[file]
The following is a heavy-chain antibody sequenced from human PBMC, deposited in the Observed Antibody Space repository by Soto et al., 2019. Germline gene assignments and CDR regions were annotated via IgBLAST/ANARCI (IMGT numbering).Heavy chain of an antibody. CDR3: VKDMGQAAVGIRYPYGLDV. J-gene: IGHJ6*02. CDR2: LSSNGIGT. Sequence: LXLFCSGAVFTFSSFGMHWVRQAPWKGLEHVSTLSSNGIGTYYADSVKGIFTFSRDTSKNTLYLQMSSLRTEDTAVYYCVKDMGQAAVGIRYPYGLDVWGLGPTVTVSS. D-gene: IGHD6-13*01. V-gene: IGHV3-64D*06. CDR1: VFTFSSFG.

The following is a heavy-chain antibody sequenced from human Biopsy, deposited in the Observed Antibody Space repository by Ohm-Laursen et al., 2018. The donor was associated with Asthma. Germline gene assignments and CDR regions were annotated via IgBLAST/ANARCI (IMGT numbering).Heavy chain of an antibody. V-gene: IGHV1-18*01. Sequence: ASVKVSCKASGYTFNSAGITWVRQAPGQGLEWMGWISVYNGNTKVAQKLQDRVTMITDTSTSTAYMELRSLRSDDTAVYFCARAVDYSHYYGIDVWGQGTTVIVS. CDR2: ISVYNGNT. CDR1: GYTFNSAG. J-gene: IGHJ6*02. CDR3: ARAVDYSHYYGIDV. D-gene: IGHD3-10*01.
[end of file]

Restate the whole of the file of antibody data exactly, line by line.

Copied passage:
The following is a heavy-chain antibody sequenced from human PBMC, deposited in the Observed Antibody Space repository by Soto et al., 2019. Germline gene assignments and CDR regions were annotated via IgBLAST/ANARCI (IMGT numbering).Heavy chain of an antibody. CDR3: VKDMGQAAVGIRYPYGLDV. J-gene: IGHJ6*02. CDR2: LSSNGIGT. Sequence: LXLFCSGAVFTFSSFGMHWVRQAPWKGLEHVSTLSSNGIGTYYADSVKGIFTFSRDTSKNTLYLQMSSLRTEDTAVYYCVKDMGQAAVGIRYPYGLDVWGLGPTVTVSS. D-gene: IGHD6-13*01. V-gene: IGHV3-64D*06. CDR1: VFTFSSFG.

The following is a heavy-chain antibody sequenced from human Biopsy, deposited in the Observed Antibody Space repository by Ohm-Laursen et al., 2018. The donor was associated with Asthma. Germline gene assignments and CDR regions were annotated via IgBLAST/ANARCI (IMGT numbering).Heavy chain of an antibody. V-gene: IGHV1-18*01. Sequence: ASVKVSCKASGYTFNSAGITWVRQAPGQGLEWMGWISVYNGNTKVAQKLQDRVTMITDTSTSTAYMELRSLRSDDTAVYFCARAVDYSHYYGIDVWGQGTTVIVS. CDR2: ISVYNGNT. CDR1: GYTFNSAG. J-gene: IGHJ6*02. CDR3: ARAVDYSHYYGIDV. D-gene: IGHD3-10*01.